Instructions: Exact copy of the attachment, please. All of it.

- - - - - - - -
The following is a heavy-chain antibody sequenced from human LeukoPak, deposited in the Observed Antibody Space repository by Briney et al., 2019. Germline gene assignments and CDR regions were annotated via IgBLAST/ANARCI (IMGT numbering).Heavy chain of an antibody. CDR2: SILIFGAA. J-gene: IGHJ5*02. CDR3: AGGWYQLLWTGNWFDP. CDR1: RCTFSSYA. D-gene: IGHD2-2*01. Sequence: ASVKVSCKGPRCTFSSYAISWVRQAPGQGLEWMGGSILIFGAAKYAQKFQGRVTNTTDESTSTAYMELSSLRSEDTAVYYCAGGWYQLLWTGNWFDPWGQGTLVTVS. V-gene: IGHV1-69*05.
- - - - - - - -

The following is a heavy-chain antibody sequenced from human LeukoPak, deposited in the Observed Antibody Space repository by Briney et al., 2019. Germline gene assignments and CDR regions were annotated via IgBLAST/ANARCI (IMGT numbering).Heavy chain of an antibody. CDR2: SILIFGAA. J-gene: IGHJ5*02. CDR3: AGGWYQLLWTGNWFDP. CDR1: RCTFSSYA. D-gene: IGHD2-2*01. Sequence: ASVKVSCKGPRCTFSSYAISWVRQAPGQGLEWMGGSILIFGAAKYAQKFQGRVTNTTDESTSTAYMELSSLRSEDTAVYYCAGGWYQLLWTGNWFDPWGQGTLVTVS. V-gene: IGHV1-69*05.